Infrastructure for Development: Show me the Money!

10 Feb 2015 by Magdy Martínez-Solimán, Director, Bureau for Policy and Programme Support

Solar panels in GazaA Renewable energy generation project, implemented by UNDP and funded by the OPEC Fund for International Development (OFID), installed solar panels in schools and maternity clinics in Gaza. Photo: UNDP/PAPP
According to the Oxford University Said Business School, we are facing an unprecedented infrastructure mega-project investment era, amounting to 6-9 trillion US$ annually, or 8% of the global GDP. Whether it involves revamping old infrastructure, developing new sources of energy, providing access to social services and utilities to more people (with the paradigm of universal access in sight) or developing our communications infrastructure, it is easy to be in favour of more, and better, infrastructural development. The issue is not for poor countries alone to struggle with. President Obama wants to upgrade the US roads, bridges and ports by imposing new taxes on overseas earnings by American companies. Little can be said against infrastructure as a public good. The problem is how to interest private finance in that public good.       As the Secretary-General said in his post-2015 agenda Synthesis Report last December, “Urgent action is needed to mobilise, redirect, and unlock the transformative power of trillions of dollars of private resources to deliver on sustainable development objectives.” Infrastructure makes life better, economies more competitive, and while being built, offers jobs to the value chain. On the other side, however, infrastructure also massively consumes cement and increases emissions. It is one … Read more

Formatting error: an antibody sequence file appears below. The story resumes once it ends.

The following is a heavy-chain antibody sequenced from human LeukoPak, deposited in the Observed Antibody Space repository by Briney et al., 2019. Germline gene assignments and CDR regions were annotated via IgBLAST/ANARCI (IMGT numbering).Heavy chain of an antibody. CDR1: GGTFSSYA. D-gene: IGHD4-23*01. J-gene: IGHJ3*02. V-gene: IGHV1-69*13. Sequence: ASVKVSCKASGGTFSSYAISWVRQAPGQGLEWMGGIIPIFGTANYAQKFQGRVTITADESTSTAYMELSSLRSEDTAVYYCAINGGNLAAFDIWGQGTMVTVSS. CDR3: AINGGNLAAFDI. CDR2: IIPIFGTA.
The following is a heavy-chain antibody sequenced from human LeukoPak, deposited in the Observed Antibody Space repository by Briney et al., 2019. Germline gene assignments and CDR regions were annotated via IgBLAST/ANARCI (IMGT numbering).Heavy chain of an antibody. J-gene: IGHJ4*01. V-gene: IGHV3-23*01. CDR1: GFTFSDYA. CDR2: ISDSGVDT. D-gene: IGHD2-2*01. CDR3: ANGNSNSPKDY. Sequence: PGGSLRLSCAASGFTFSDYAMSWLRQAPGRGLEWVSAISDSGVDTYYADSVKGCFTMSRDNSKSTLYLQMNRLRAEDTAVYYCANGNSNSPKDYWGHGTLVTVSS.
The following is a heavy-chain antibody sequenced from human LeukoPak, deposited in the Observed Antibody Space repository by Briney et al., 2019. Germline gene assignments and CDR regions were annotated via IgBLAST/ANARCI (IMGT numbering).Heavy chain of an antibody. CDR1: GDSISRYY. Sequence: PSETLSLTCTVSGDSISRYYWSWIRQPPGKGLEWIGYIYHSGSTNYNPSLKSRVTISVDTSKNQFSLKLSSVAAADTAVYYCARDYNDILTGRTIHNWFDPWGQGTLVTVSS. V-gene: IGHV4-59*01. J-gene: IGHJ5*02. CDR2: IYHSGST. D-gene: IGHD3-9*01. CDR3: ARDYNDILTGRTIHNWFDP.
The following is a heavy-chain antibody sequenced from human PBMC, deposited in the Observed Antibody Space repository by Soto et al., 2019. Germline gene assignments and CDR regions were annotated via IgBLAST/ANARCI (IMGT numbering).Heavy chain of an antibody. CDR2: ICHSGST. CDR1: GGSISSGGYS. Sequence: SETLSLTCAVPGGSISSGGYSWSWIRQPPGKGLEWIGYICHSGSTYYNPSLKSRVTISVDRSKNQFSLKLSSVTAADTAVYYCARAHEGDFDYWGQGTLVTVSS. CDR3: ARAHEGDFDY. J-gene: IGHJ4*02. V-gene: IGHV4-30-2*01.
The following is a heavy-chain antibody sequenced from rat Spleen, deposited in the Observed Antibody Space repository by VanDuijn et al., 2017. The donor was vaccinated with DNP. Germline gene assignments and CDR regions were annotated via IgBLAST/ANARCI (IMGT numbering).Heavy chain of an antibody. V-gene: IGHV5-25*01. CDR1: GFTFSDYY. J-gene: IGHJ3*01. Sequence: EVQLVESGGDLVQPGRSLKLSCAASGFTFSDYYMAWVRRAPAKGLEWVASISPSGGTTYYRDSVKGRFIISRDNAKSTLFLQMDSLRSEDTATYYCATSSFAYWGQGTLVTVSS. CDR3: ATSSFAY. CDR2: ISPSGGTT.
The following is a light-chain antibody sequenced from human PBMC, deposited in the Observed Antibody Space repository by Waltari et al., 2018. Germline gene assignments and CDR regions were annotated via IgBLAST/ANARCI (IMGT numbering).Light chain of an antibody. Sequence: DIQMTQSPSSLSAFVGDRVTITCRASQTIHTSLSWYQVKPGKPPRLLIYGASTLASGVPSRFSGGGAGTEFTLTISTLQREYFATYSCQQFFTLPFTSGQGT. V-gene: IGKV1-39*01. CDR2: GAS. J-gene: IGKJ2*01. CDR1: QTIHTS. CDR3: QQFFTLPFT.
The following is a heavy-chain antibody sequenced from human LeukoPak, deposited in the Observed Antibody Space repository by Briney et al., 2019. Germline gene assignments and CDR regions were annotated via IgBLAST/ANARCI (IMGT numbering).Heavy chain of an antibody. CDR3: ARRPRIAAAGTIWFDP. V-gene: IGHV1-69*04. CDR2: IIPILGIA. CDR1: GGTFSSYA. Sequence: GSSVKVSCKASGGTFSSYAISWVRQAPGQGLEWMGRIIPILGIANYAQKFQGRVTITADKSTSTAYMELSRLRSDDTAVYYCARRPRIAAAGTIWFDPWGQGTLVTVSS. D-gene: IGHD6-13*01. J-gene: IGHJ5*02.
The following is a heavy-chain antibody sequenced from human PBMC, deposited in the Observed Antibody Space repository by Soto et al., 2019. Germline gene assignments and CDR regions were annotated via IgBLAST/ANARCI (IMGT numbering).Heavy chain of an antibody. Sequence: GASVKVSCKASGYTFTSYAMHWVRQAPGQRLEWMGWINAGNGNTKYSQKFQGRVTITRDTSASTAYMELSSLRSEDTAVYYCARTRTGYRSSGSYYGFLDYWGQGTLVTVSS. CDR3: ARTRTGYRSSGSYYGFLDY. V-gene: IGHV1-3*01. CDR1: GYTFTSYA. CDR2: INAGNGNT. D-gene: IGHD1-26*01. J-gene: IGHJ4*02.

Shared commitment and collective action are key in fighting corruption

14 Nov 2014 by Magdy Martínez-Solimán, Director, Bureau for Policy and Programme Support

participants of anti-corruption campaignUNDP in Sudan Organized a Drawing Contest with the Faculty of Fine and Applied Art, University of Sudan as part of an Anti-corruption campaign. Photo credit: UNDP/Sudan
This is a call to action, a call against a cancer, a call for health and a call for integrity. In the fight against corruption, everyone has a stake. Businesses, large and small, require an enabling environment to support growth, jobs, trade, and innovation. Only bad business thrives in an atmosphere of traffic of influence, access to privileged information and widespread bribery. That’s the businesses afraid to compete because they can’t win fair and square against the competition. All other businesses, the medium enterprises, the startups, the big ones, the innovators, those who play by the rules need a state to enforce such rules. So the question is: are you afraid to compete or are you happy to play the integrity game? In the midst of increasing pressures on public budgets striving to meet growing demand for more and better public services, the private sector presents models that are tremendously helpful to the public administration. The corporate world brings not only investment finance and capital but also normative frameworks, expertise and knowledge to the fight against corruption. Yet, despite progress, corruption continues to be a major challenge for companies operating both in developed and developing countries. According to the Institute of … Read more